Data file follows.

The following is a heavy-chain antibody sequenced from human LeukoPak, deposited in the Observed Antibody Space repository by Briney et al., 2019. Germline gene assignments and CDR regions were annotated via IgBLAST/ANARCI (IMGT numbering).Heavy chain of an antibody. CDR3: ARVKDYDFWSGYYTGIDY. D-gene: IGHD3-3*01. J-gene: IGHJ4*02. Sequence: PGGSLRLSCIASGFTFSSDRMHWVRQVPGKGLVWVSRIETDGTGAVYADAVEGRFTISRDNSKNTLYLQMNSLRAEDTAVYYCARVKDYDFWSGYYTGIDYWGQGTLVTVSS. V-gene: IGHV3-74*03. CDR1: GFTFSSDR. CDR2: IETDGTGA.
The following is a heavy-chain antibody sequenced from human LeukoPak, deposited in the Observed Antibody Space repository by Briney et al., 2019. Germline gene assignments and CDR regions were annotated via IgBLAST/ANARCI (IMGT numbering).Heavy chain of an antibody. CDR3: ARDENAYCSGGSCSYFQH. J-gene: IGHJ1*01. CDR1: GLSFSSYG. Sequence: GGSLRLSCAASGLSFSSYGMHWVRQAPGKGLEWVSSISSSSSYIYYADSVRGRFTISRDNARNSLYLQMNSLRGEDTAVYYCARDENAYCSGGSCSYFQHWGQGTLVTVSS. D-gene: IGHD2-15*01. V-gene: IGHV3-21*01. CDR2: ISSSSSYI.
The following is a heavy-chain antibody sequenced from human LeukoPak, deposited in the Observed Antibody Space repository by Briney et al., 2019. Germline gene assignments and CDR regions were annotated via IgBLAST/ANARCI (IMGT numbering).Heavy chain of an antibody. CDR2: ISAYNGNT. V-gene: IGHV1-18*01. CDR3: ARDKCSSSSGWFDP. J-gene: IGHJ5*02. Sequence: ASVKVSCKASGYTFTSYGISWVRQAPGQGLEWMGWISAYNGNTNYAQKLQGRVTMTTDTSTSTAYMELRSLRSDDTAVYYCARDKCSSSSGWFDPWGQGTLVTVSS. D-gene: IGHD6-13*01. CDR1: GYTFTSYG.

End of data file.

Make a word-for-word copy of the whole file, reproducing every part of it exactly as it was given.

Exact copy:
The following is a heavy-chain antibody sequenced from human LeukoPak, deposited in the Observed Antibody Space repository by Briney et al., 2019. Germline gene assignments and CDR regions were annotated via IgBLAST/ANARCI (IMGT numbering).Heavy chain of an antibody. CDR3: ARVKDYDFWSGYYTGIDY. D-gene: IGHD3-3*01. J-gene: IGHJ4*02. Sequence: PGGSLRLSCIASGFTFSSDRMHWVRQVPGKGLVWVSRIETDGTGAVYADAVEGRFTISRDNSKNTLYLQMNSLRAEDTAVYYCARVKDYDFWSGYYTGIDYWGQGTLVTVSS. V-gene: IGHV3-74*03. CDR1: GFTFSSDR. CDR2: IETDGTGA.
The following is a heavy-chain antibody sequenced from human LeukoPak, deposited in the Observed Antibody Space repository by Briney et al., 2019. Germline gene assignments and CDR regions were annotated via IgBLAST/ANARCI (IMGT numbering).Heavy chain of an antibody. CDR3: ARDENAYCSGGSCSYFQH. J-gene: IGHJ1*01. CDR1: GLSFSSYG. Sequence: GGSLRLSCAASGLSFSSYGMHWVRQAPGKGLEWVSSISSSSSYIYYADSVRGRFTISRDNARNSLYLQMNSLRGEDTAVYYCARDENAYCSGGSCSYFQHWGQGTLVTVSS. D-gene: IGHD2-15*01. V-gene: IGHV3-21*01. CDR2: ISSSSSYI.
The following is a heavy-chain antibody sequenced from human LeukoPak, deposited in the Observed Antibody Space repository by Briney et al., 2019. Germline gene assignments and CDR regions were annotated via IgBLAST/ANARCI (IMGT numbering).Heavy chain of an antibody. CDR2: ISAYNGNT. V-gene: IGHV1-18*01. CDR3: ARDKCSSSSGWFDP. J-gene: IGHJ5*02. Sequence: ASVKVSCKASGYTFTSYGISWVRQAPGQGLEWMGWISAYNGNTNYAQKLQGRVTMTTDTSTSTAYMELRSLRSDDTAVYYCARDKCSSSSGWFDPWGQGTLVTVSS. D-gene: IGHD6-13*01. CDR1: GYTFTSYG.